Sunday, 25 May 2014

Vantar | Missing At Lady Margaret Hall

My year as Visual & Performing Artist in Residence at Lady Margaret Hall is drawing to a close, and this month the building was transformed by the appearance of Icelandic snowscapes: my new work, Vantar | Missing. Rather than turning one of the grand function rooms into a conventional exhibition space, Vantar | Missing was installed in the winding corridors at the heart of the college, which corresponded to the zigzag paths of the avalanche defences featured in the work. 

The avalanche is a subject that has haunted me since I first spent time in Iceland in 2012. Avalanches caused 198 deaths in Iceland during the twentieth century, but it was not until 1999 that avalanche defences were built around Siglufjörður, the small town at the northernmost tip of the island where I was living. Now, these subtle feats of engineering Stóri-boli (Big bull) and Litli-boli (Little bull) have become part of the mountain landscape, a barely perceptible human intervention dividing the town’s remaining inhabitants from the wilderness. 

This project has led to the publication of a new book and a print series, in which diptychs record changes in mountain snow cover and domestic interiors. The Icelandic word ‘vantar’ refers both to a lost object or person and to the experience of loss. People lost in the mountains are a frequent trope of Icelandic literature, from the sagas to contemporary crime fiction. I wanted to consider this theme from the angle of the people left behind.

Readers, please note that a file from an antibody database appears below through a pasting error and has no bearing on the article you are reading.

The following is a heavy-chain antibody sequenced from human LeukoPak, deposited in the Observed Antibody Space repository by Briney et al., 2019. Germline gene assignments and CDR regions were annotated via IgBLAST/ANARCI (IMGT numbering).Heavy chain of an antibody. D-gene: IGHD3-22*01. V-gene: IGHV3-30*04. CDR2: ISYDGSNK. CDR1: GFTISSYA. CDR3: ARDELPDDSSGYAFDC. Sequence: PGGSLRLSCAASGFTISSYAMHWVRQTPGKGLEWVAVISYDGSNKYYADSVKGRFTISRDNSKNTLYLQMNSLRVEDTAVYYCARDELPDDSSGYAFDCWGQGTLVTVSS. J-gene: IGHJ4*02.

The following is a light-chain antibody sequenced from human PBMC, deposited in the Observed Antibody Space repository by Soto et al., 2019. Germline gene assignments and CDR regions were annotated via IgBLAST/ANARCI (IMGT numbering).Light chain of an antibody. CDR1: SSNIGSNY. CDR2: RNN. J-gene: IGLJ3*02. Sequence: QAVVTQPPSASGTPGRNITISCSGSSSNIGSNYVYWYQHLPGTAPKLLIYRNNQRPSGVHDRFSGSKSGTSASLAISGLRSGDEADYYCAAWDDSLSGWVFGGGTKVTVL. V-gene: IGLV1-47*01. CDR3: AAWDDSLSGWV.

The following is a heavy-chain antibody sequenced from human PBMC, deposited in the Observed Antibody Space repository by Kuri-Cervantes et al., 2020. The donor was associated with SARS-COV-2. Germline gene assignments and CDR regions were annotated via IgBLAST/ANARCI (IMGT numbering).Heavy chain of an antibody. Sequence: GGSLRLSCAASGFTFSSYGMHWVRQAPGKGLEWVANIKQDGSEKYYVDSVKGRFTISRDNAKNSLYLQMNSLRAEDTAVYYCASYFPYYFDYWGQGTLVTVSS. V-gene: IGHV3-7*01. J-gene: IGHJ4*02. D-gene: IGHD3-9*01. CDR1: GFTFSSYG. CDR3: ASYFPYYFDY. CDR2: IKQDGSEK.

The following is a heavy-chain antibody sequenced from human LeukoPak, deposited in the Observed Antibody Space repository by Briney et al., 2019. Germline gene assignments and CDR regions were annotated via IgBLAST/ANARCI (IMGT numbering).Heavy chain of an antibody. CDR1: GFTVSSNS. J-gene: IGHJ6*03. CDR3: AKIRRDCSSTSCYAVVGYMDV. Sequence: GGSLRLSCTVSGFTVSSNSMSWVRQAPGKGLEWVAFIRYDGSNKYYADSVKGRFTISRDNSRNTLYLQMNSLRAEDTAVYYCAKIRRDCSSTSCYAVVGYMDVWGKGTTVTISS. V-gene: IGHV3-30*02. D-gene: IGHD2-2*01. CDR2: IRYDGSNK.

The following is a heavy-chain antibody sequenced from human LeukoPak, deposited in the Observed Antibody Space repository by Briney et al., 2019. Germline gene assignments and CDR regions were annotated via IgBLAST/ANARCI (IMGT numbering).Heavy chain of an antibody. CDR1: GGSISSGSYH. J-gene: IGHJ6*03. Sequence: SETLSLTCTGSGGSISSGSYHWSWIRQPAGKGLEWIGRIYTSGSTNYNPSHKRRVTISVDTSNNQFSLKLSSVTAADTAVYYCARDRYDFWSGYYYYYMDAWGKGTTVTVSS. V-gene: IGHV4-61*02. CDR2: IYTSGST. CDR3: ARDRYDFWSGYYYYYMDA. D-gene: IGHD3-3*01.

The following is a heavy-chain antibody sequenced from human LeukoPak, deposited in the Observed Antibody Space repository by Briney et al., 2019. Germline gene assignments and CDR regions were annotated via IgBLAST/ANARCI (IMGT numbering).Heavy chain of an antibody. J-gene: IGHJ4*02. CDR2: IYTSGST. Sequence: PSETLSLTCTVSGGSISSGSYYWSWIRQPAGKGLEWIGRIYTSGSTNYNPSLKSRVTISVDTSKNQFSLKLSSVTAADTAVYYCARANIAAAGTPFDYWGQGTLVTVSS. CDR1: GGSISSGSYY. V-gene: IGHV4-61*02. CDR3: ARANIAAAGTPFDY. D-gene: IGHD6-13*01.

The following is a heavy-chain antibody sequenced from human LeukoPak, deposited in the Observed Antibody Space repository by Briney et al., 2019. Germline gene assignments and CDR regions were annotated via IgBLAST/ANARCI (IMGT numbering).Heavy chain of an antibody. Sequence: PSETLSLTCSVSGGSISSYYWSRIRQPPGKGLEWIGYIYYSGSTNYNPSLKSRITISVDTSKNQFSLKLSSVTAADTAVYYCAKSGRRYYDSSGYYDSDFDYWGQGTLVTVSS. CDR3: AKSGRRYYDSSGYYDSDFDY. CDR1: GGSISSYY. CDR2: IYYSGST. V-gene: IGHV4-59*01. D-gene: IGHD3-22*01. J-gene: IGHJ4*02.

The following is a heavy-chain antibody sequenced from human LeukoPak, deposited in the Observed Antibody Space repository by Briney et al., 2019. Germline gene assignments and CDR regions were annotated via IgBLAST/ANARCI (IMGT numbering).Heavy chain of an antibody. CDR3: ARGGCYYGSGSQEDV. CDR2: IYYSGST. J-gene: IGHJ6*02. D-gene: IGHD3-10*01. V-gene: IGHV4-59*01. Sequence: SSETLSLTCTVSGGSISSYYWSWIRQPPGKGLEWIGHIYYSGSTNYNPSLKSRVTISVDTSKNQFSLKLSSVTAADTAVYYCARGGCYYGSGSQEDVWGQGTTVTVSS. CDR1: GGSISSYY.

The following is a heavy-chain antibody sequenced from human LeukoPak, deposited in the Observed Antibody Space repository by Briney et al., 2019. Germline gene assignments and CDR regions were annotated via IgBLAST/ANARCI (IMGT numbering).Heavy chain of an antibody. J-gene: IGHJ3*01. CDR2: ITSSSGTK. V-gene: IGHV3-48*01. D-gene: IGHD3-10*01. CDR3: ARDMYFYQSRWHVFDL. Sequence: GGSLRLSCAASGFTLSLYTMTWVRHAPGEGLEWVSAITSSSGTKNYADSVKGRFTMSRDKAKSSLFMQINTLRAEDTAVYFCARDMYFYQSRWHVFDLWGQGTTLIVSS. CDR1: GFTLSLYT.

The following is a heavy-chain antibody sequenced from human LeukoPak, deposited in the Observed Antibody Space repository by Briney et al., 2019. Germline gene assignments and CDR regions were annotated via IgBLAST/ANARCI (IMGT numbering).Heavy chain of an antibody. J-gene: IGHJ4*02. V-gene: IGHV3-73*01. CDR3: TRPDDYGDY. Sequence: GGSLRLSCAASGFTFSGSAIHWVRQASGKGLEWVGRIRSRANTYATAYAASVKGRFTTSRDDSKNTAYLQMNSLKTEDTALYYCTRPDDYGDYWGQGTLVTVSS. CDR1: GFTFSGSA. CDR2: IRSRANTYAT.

Wednesday, 21 May 2014

Arts Council Award

My application to Arts Council England's Grants for the Arts programme for funding for the year-long project Arctic Poems: Quujaavaarssuq & the Queen of the Sea has been successful.

This project supports the completion of my poetry collection, and an associated programme of events in London, Brighton, Oxford, Bristol and Newcastle.

This collection surveys the culture of arctic Greenland from prehistory to the present, with a focus on the hardships experienced by indigenous communities under colonial rule during the nineteenth and twentieth centuries. The poems address the tensions between modern life and traditional means of subsistence in the Arctic, and explore themes of cross-cultural communication, cultural and species extinction, landscape and climate change. Many of the poems use forms that are strongly linked to oral performance such as ballads and pantoums. The sequence entitled Quujaavaarssuq and the Queen of the Sea retells the legendary journey of the Greenlandic hero Quujaavaarssuq to beg forgiveness from the Queen of the Sea, who destroyed the ice as an act of revenge on the humans who pollute her waters.

The poems will be performed at five readings around the UK during 2014 and 2015. An associated series of six free workshops (The Library of Ice) held in Oxford this winter will introduce new audiences to contemporary writing on environmental themes. Details of these events will be announced over the summer.